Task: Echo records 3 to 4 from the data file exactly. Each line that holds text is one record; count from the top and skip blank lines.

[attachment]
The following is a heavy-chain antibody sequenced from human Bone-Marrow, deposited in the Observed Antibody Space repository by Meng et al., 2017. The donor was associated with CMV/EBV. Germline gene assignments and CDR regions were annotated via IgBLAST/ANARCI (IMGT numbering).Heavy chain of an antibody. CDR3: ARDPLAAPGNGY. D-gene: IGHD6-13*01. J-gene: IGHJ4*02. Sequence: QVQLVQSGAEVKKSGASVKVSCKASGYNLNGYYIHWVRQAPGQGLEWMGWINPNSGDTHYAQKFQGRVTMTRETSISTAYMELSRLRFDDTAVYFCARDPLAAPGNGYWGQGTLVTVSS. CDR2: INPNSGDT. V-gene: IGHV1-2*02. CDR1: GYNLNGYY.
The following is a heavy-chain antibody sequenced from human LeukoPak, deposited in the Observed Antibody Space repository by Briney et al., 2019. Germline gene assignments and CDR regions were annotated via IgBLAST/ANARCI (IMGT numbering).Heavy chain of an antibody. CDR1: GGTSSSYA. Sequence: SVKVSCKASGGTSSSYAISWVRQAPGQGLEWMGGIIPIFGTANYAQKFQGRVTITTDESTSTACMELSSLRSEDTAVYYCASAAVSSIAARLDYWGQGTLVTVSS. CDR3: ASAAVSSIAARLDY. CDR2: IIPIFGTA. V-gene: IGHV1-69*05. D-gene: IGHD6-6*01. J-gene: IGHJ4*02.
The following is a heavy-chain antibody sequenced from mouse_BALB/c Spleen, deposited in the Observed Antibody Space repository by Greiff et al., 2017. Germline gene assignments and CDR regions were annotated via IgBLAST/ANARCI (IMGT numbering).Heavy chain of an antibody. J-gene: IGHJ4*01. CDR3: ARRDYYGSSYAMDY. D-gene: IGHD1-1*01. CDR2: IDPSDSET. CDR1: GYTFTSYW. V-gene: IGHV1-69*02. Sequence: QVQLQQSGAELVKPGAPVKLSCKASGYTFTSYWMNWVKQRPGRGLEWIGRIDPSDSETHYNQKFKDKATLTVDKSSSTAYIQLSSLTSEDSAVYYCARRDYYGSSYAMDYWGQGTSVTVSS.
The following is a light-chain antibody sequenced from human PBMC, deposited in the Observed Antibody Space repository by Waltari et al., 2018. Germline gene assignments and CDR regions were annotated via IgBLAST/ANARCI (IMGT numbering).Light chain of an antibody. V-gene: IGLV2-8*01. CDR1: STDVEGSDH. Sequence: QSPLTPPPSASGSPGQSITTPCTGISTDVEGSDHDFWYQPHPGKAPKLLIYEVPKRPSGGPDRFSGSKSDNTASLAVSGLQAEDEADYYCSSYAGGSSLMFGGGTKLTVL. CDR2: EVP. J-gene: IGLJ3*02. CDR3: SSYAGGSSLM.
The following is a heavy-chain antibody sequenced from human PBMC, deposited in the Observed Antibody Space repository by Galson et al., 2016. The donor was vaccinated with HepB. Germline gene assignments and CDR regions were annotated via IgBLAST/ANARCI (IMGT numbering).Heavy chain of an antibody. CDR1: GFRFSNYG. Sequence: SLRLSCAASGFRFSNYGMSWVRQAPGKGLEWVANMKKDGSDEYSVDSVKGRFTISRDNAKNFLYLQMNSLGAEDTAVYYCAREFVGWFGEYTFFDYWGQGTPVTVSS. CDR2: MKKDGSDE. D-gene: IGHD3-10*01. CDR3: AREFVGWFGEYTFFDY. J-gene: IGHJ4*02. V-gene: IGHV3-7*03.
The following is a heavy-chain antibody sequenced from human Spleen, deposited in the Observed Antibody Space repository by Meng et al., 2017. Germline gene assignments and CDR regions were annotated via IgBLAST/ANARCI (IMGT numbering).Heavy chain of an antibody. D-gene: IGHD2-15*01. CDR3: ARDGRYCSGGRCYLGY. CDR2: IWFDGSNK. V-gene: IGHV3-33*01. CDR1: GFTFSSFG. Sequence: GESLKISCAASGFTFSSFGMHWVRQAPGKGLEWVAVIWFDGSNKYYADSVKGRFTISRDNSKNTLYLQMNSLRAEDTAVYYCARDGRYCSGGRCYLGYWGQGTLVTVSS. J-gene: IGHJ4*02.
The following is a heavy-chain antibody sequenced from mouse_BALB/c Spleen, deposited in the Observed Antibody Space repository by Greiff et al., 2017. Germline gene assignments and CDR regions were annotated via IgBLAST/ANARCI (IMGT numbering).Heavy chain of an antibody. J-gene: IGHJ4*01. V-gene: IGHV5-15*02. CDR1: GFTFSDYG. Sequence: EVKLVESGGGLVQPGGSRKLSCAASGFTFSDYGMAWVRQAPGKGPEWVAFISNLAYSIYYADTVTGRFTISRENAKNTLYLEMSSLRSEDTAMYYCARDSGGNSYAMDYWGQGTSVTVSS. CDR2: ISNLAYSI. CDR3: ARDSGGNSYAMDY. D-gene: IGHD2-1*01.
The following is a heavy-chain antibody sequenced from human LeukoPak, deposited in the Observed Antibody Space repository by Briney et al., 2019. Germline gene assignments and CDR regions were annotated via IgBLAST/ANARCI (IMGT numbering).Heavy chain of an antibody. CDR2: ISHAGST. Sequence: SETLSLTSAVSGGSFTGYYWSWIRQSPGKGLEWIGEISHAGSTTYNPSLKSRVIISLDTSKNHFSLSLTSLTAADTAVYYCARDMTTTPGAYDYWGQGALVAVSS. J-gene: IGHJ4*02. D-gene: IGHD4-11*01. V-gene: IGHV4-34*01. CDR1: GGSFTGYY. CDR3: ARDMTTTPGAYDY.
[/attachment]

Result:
The following is a heavy-chain antibody sequenced from mouse_BALB/c Spleen, deposited in the Observed Antibody Space repository by Greiff et al., 2017. Germline gene assignments and CDR regions were annotated via IgBLAST/ANARCI (IMGT numbering).Heavy chain of an antibody. J-gene: IGHJ4*01. CDR3: ARRDYYGSSYAMDY. D-gene: IGHD1-1*01. CDR2: IDPSDSET. CDR1: GYTFTSYW. V-gene: IGHV1-69*02. Sequence: QVQLQQSGAELVKPGAPVKLSCKASGYTFTSYWMNWVKQRPGRGLEWIGRIDPSDSETHYNQKFKDKATLTVDKSSSTAYIQLSSLTSEDSAVYYCARRDYYGSSYAMDYWGQGTSVTVSS.
The following is a light-chain antibody sequenced from human PBMC, deposited in the Observed Antibody Space repository by Waltari et al., 2018. Germline gene assignments and CDR regions were annotated via IgBLAST/ANARCI (IMGT numbering).Light chain of an antibody. V-gene: IGLV2-8*01. CDR1: STDVEGSDH. Sequence: QSPLTPPPSASGSPGQSITTPCTGISTDVEGSDHDFWYQPHPGKAPKLLIYEVPKRPSGGPDRFSGSKSDNTASLAVSGLQAEDEADYYCSSYAGGSSLMFGGGTKLTVL. CDR2: EVP. J-gene: IGLJ3*02. CDR3: SSYAGGSSLM.